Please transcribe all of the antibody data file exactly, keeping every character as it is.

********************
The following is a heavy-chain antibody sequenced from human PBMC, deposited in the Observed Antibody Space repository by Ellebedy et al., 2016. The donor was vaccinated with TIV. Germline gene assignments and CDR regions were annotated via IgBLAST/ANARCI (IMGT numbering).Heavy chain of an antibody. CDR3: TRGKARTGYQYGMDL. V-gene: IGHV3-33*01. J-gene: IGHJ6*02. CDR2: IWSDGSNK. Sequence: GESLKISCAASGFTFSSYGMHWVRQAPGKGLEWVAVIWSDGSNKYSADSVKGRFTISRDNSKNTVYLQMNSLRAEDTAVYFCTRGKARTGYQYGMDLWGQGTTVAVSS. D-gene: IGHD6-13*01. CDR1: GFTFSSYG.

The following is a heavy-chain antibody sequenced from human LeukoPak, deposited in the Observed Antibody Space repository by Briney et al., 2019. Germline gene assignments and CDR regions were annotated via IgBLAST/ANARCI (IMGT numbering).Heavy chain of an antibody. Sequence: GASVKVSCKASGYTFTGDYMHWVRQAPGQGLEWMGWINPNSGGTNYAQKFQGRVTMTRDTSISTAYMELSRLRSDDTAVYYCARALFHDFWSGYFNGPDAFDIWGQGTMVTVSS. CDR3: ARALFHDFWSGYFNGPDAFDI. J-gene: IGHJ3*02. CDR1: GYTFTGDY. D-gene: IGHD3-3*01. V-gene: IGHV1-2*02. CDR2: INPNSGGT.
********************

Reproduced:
The following is a heavy-chain antibody sequenced from human PBMC, deposited in the Observed Antibody Space repository by Ellebedy et al., 2016. The donor was vaccinated with TIV. Germline gene assignments and CDR regions were annotated via IgBLAST/ANARCI (IMGT numbering).Heavy chain of an antibody. CDR3: TRGKARTGYQYGMDL. V-gene: IGHV3-33*01. J-gene: IGHJ6*02. CDR2: IWSDGSNK. Sequence: GESLKISCAASGFTFSSYGMHWVRQAPGKGLEWVAVIWSDGSNKYSADSVKGRFTISRDNSKNTVYLQMNSLRAEDTAVYFCTRGKARTGYQYGMDLWGQGTTVAVSS. D-gene: IGHD6-13*01. CDR1: GFTFSSYG.

The following is a heavy-chain antibody sequenced from human LeukoPak, deposited in the Observed Antibody Space repository by Briney et al., 2019. Germline gene assignments and CDR regions were annotated via IgBLAST/ANARCI (IMGT numbering).Heavy chain of an antibody. Sequence: GASVKVSCKASGYTFTGDYMHWVRQAPGQGLEWMGWINPNSGGTNYAQKFQGRVTMTRDTSISTAYMELSRLRSDDTAVYYCARALFHDFWSGYFNGPDAFDIWGQGTMVTVSS. CDR3: ARALFHDFWSGYFNGPDAFDI. J-gene: IGHJ3*02. CDR1: GYTFTGDY. D-gene: IGHD3-3*01. V-gene: IGHV1-2*02. CDR2: INPNSGGT.